STRANGFORD & LECALE OPEN THE DOOR ON AN INSPIRING FUTURE
Most of us appreciate living in a region famed for its beauty and heritage, but it seems that the benefits could go far beyond the pleasure to be had in admiring a pretty view.
The link between a good environment and health has long been recognised, but many take that concept a stage further, believing that the cure for many of society’s ills is to be found in our heritage, both natural and built.
That concept was explored this week as Parliament Buildings, Stormont played host to an unusual business event. As Strangford and Lecale, Area of Outstanding Natural Beauty, launched its first major Management Strategy Development Seminar there,the Partnership driving the AONB also brought together local stakeholders and Members of the Northern Ireland Assembly, to think creatively about how protecting our heritage could bring diverse dividends: from employment and investment to higher quality foods, more recreational opportunities … and, ultimately, better mental health and happier lives.
Issuing that challenge to examine the links between heritage, health and happiness was international business lecturerand television mentalist, David Meade. Acclaimed across the globe for his skills as a motivational speaker, David is equally passionate about the environment and was happy to use his famous powers of persuasion to encourage others to adopt the same positive stance.
Some of David’s celebrated mind-over-matter demonstrations demonstrated in quirky fashion the truth of the old adage, ‘where there’s a will, there’s a way’ and David urged seminar attendees to use those positive experiences to benefit the region.
He said, “Sometimes a task can seem so huge that people feel their personal input will be too small to be of significance, but everyone has a role to play in protecting and celebrating our environment. Our seminar explored the countless opportunities which the superb heritage of this region could offer its inhabitants and visitors in terms of social and economic development for the future. The key task for the communities of Strangford and Lecale lies in ensuring that the region is managed so that those benefits can not only be enjoyed now but can also be harnessed by future generations … and that requires imagination, determination and action from each and every one of us.”
The seminar highlighted scientific evidence of the benefits to health and well being of a positive natural environment, quoting influential research. According to The American Journal of Public Health (2004) there is ‘a reduction of ADHD (Attention deficit hyperactivity disorder) symptoms for those engaging with nature’, while the New York State Human Ecology Study of 2003 found that ‘Green spaces allow children to think more clearly’ and research from Cornell University (2003) indicated that, ‘Life stresses are reduced by exposure to natural settings.’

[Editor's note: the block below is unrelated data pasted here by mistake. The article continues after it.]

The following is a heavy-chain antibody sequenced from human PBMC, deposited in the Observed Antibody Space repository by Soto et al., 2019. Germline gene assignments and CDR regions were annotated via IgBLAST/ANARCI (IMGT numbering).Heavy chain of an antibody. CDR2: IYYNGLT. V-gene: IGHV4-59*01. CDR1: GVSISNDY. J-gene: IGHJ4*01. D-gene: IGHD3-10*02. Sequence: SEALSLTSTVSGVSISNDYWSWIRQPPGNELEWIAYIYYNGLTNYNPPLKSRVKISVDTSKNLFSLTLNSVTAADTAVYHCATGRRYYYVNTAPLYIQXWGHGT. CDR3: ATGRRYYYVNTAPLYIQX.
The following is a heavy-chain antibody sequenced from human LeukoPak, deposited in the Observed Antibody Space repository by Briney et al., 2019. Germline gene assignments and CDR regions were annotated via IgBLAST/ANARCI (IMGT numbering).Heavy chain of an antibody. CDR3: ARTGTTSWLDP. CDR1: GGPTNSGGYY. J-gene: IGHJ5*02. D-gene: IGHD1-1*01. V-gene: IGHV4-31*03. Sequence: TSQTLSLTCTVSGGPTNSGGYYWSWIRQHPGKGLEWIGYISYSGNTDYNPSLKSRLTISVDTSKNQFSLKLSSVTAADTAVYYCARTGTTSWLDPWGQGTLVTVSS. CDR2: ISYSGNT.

Reporting on the fruits of recent research amongst the communities who live, work and play in the region, Caroline Nolan, Manager of Strangford & Lecale Partnership, is in no doubt that the area is already much appreciated.
However she adds, “While we are all agreed on the need actively to manage and protect this unique Area of Outstanding Natural Beauty, there are inevitably many different – and valid - strands of opinion on how to achieve the best outcomes for the region. Working closely with stakeholders across the local communities, listening to their input and valuing their knowledge and experience is of central importance to all those with a responsibility for managing the area’s heritage and related socio economic benefits.
“Together, we have brought some of the complex issues concerning the future of Strangford & Lecale to Stormont today, an important step in raising the profile of the region’s potential impact on ‘NI plc’. It is only by building informed support that we will both protect and manage the fabulous natural resource of the Strangford & Lecale AONB.”
Photograph: Pictured at the Strangford Lough and Lecale Partnership (SLLP) event at Stormont are (l-r) Frances McCormick, East Down Rural Community Network, and SLLP Advisory Committee member; and Maeve Bell, Royal Yachting Association NI.
Article Courtesy of Future Image